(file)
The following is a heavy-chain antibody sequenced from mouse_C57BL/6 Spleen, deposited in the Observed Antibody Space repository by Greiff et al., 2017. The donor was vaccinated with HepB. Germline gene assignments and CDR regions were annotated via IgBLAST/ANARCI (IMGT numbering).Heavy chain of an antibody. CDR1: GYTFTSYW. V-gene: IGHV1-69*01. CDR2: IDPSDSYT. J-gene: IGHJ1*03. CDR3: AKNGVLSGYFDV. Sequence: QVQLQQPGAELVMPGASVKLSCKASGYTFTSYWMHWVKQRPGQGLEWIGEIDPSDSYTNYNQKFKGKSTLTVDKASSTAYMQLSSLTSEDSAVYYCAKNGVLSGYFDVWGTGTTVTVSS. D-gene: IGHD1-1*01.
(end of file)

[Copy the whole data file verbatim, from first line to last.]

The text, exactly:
The following is a heavy-chain antibody sequenced from mouse_C57BL/6 Spleen, deposited in the Observed Antibody Space repository by Greiff et al., 2017. The donor was vaccinated with HepB. Germline gene assignments and CDR regions were annotated via IgBLAST/ANARCI (IMGT numbering).Heavy chain of an antibody. CDR1: GYTFTSYW. V-gene: IGHV1-69*01. CDR2: IDPSDSYT. J-gene: IGHJ1*03. CDR3: AKNGVLSGYFDV. Sequence: QVQLQQPGAELVMPGASVKLSCKASGYTFTSYWMHWVKQRPGQGLEWIGEIDPSDSYTNYNQKFKGKSTLTVDKASSTAYMQLSSLTSEDSAVYYCAKNGVLSGYFDVWGTGTTVTVSS. D-gene: IGHD1-1*01.